Blogs

All Things (Re)Considered by Nick

I rarely read a book more than once. It just seems like poor time management: why retread old ground when yet to be discovered books lie in wait? Of course I’ve made exceptions, but generally that’s exactly what they are: exceptions, special authors whose books have something new to offer upon further examination. I usually go back for the authorship rather than the singular work. I first read the Lord of the Rings trilogy in grade school.

I Love the (Literary) '80s by Laura

I am about to embark on the last year of my 30s. (No condolences necessary. I’m okay, really.) Which means I grew up in the 1980s and am one of those reviled as well as revered Generation X-ers, they of the mythical combat boots and flannel shirts, and, earlier, the sky-high “mall bangs” and neon bracelets.

An interesting thing has happened in the last few years. People my age are finally coming of age in the literary world, which means many more novels are being written with characters roughly my age, and with settings in the U.S. during the 1980s.

A Truly Deranged Read by Nick

Last summer film crews descended on Tulsa to film The Killer inside Me, a film adaptation of Jim Thompson’s pulp classic. Like other pulps, The Killer inside Me celebrates the lurid, sensational aspects of fiction. Pulps were created for the everyman. They were not written for critics; in fact many consider pulp hero fiction the antecedent to modern day comics.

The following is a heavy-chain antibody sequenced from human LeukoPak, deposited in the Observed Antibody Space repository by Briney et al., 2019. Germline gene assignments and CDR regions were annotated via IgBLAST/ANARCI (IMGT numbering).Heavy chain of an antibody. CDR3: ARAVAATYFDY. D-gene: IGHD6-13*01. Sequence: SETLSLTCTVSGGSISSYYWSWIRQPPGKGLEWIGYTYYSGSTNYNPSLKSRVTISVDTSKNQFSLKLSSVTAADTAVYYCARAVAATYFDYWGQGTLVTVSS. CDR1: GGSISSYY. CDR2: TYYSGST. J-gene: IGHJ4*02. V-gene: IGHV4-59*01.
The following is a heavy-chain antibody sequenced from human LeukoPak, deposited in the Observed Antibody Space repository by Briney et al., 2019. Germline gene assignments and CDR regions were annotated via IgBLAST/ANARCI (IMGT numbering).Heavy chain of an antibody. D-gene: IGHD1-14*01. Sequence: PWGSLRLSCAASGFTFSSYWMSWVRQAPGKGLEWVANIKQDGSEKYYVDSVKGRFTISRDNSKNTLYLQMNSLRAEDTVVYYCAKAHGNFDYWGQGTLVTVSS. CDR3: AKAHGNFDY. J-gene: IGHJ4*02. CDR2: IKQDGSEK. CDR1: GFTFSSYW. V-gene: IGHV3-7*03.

Men Falling Apart by Laura

You’ve lost your job, which you didn’t even like and weren’t very good at in the first place. You’re pretty sure your wife is having an affair, which she isn’t trying very hard to hide. You love your kid(s), but he/she/they are, frankly, sociopaths-in-training. You have asthma or allergies or a bad back, you’re overweight and out of shape, and if you’re not bald yet, you will be soon.

You are a man falling apart, and you’re well-represented in several American novels written in the last few years.

A Thing Weighty and Singular by Nick

Sometimes a novel traffics such beauty it feels foolhardy to assign descriptors, analogies, adjectives. It becomes a visceral thing. Sure it evokes a myriad of emotions beneath, but what you’ll also notice is tight and lumpy and hard throats. Red welled eyes. Quickened breath. A disregard to your environment. Time stops or time flies but you can’t discern the difference. Patrick Thomas Casey’s debut Our Burden’s Light is such a novel. The writing is brave and formidable.

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